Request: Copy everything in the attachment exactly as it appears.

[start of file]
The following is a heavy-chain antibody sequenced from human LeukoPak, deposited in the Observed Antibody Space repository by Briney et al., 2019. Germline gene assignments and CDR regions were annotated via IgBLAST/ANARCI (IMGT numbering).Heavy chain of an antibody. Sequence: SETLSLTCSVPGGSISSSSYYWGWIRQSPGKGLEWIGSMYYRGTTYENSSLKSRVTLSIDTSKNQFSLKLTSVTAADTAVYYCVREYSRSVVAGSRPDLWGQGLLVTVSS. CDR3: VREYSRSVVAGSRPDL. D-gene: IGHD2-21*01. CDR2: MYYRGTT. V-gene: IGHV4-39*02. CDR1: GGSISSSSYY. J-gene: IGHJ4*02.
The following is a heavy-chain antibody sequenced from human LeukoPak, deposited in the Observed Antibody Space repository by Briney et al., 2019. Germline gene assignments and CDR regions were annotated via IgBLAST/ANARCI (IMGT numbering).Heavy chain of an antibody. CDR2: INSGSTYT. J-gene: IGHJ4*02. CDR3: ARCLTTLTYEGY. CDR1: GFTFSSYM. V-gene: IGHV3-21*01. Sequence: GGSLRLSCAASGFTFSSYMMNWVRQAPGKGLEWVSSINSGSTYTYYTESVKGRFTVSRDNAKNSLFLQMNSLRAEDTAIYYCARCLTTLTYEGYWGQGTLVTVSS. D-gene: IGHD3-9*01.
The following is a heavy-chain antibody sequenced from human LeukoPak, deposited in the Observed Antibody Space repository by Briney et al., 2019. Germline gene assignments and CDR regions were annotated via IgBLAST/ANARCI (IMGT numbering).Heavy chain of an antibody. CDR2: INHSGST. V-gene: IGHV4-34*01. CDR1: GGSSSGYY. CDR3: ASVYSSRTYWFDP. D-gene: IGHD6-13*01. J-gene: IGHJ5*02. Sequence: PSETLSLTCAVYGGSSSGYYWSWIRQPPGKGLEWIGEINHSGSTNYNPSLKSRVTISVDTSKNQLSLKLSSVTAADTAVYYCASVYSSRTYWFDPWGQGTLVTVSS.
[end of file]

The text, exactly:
The following is a heavy-chain antibody sequenced from human LeukoPak, deposited in the Observed Antibody Space repository by Briney et al., 2019. Germline gene assignments and CDR regions were annotated via IgBLAST/ANARCI (IMGT numbering).Heavy chain of an antibody. Sequence: SETLSLTCSVPGGSISSSSYYWGWIRQSPGKGLEWIGSMYYRGTTYENSSLKSRVTLSIDTSKNQFSLKLTSVTAADTAVYYCVREYSRSVVAGSRPDLWGQGLLVTVSS. CDR3: VREYSRSVVAGSRPDL. D-gene: IGHD2-21*01. CDR2: MYYRGTT. V-gene: IGHV4-39*02. CDR1: GGSISSSSYY. J-gene: IGHJ4*02.
The following is a heavy-chain antibody sequenced from human LeukoPak, deposited in the Observed Antibody Space repository by Briney et al., 2019. Germline gene assignments and CDR regions were annotated via IgBLAST/ANARCI (IMGT numbering).Heavy chain of an antibody. CDR2: INSGSTYT. J-gene: IGHJ4*02. CDR3: ARCLTTLTYEGY. CDR1: GFTFSSYM. V-gene: IGHV3-21*01. Sequence: GGSLRLSCAASGFTFSSYMMNWVRQAPGKGLEWVSSINSGSTYTYYTESVKGRFTVSRDNAKNSLFLQMNSLRAEDTAIYYCARCLTTLTYEGYWGQGTLVTVSS. D-gene: IGHD3-9*01.
The following is a heavy-chain antibody sequenced from human LeukoPak, deposited in the Observed Antibody Space repository by Briney et al., 2019. Germline gene assignments and CDR regions were annotated via IgBLAST/ANARCI (IMGT numbering).Heavy chain of an antibody. CDR2: INHSGST. V-gene: IGHV4-34*01. CDR1: GGSSSGYY. CDR3: ASVYSSRTYWFDP. D-gene: IGHD6-13*01. J-gene: IGHJ5*02. Sequence: PSETLSLTCAVYGGSSSGYYWSWIRQPPGKGLEWIGEINHSGSTNYNPSLKSRVTISVDTSKNQLSLKLSSVTAADTAVYYCASVYSSRTYWFDPWGQGTLVTVSS.